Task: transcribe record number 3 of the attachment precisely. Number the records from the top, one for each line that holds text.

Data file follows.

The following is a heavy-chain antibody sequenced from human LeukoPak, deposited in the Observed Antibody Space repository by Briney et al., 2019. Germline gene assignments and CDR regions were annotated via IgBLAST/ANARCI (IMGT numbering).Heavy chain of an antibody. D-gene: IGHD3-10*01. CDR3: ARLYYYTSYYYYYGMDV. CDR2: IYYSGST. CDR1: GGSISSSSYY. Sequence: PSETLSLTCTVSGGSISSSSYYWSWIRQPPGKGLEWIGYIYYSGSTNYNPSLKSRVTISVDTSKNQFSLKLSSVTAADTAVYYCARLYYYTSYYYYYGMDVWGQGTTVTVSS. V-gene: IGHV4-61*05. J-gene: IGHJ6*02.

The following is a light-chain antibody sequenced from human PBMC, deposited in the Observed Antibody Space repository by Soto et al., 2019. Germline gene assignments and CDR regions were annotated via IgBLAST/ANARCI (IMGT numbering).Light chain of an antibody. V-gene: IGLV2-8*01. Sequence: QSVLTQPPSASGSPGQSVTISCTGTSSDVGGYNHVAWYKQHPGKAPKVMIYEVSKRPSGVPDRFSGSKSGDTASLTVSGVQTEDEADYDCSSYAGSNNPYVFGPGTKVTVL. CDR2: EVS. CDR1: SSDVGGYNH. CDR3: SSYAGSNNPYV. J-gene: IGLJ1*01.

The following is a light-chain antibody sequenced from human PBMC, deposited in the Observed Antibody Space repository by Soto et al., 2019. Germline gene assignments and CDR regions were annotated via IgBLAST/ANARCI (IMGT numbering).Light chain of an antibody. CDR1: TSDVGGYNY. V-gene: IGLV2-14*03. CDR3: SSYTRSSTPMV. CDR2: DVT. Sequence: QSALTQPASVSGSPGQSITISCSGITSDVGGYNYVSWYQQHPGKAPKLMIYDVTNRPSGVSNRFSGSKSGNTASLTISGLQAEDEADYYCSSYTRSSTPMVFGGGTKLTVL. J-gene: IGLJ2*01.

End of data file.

The following is a light-chain antibody sequenced from human PBMC, deposited in the Observed Antibody Space repository by Soto et al., 2019. Germline gene assignments and CDR regions were annotated via IgBLAST/ANARCI (IMGT numbering).Light chain of an antibody. CDR1: TSDVGGYNY. V-gene: IGLV2-14*03. CDR3: SSYTRSSTPMV. CDR2: DVT. Sequence: QSALTQPASVSGSPGQSITISCSGITSDVGGYNYVSWYQQHPGKAPKLMIYDVTNRPSGVSNRFSGSKSGNTASLTISGLQAEDEADYYCSSYTRSSTPMVFGGGTKLTVL. J-gene: IGLJ2*01.